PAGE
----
Record-breaking outside spending dominated state Supreme Court race
Wisconsin Supreme Court chambers. (Baylor Spears | Wisconsin Examiner)
Roughly two-thirds of the money spent in the 2023 Wisconsin Supreme Court election came from outside groups, a record $28.8 million, according to new data from the Wisconsin Democracy Campaign.
Outside spending in the race was nearly six times the previous record of $5.03 million, set in 2020, the Democracy Campaign reports.. The organization has previously estimated spending by outside groups and the candidates’ campaigns combined topped $42.3 million.
The campaign finance watchdog group reported Wednesday that outside spending on behalf of former Supreme Court Justice Daniel Kelly, who lost the April 4 election, totaled $16.76 million. That was nearly one-and-a-half times the $11.61 million spent on behalf of Milwaukee County Judge Janet Protasiewicz, the winner with more than 55% of the vote.
Kelly was backed by conservative and Republican-leaning groups in the ostensibly nonpartisan Supreme Court race, while Protasiewicz was supported and endorsed by liberal and Democratic-leaning organizations.
About $440,000 was spent to support or oppose candidates who lost the Feb. 21 primary election, the Democracy Campaign reported.
The Democracy Campaign’s report combines disclosed independent expenditures by outside groups for or against candidates along with undisclosed spending on issue ads that aren’t regulated under campaign finance law.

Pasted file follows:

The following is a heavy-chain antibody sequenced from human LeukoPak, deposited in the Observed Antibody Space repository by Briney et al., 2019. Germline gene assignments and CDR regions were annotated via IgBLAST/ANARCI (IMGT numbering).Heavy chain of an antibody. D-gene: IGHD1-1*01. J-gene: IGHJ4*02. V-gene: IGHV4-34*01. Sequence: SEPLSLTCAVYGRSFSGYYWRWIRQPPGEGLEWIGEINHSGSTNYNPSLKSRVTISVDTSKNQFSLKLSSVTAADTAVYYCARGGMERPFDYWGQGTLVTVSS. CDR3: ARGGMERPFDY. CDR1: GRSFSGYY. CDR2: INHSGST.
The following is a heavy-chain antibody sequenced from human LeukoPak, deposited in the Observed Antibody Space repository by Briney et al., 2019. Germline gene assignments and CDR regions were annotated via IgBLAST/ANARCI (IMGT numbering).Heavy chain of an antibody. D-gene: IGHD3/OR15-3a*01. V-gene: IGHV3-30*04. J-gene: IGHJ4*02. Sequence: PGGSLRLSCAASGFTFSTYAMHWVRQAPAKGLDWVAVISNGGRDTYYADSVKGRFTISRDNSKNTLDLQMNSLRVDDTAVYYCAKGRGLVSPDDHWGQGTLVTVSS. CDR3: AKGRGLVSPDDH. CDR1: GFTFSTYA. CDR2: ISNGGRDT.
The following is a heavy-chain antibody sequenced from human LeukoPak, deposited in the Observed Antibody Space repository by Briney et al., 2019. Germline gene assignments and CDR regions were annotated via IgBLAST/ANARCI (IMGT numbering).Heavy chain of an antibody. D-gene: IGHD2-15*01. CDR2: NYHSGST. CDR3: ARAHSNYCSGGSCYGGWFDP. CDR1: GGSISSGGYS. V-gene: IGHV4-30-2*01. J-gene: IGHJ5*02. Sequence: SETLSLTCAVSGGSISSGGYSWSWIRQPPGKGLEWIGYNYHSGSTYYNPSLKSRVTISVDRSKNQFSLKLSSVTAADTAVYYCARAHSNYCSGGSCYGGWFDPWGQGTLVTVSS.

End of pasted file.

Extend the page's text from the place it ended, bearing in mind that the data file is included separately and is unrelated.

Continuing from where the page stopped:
Issue ads don’t explicitly call on viewers to vote for or against a particular candidate, but employ language and rhetoric that clearly favors or opposes a candidate. The Wisconsin Democracy campaign estimates issue ad spending based on information from broadcasters and other sources.
The single largest outside spender in the race was A Better Wisconsin Together, a progressive messaging and fundraising group, which spent $6.3 million in the campaign, most of it benefiting Protasiewicz. Its spending included both regulated independent expenditures and unregulated issue ads, according to the Wisconsin Democracy Campaign.
The second- and third-biggest spenders, both favoring Kelly, were Wisconsin Manufacturers & Commerce, $5.6 million, and Fair Courts America, $5.4 million. Fair Courts America, which spends money to elect conservative judges, is bankrolled by Richard Uihlein, an Illinois billionaire and cofounder of Uline, a shipping and packaging supply company.
Altogether, 19 organizations pitched in spending on Kelly’s behalf while 39 groups spent money to elect Protasiewicz.
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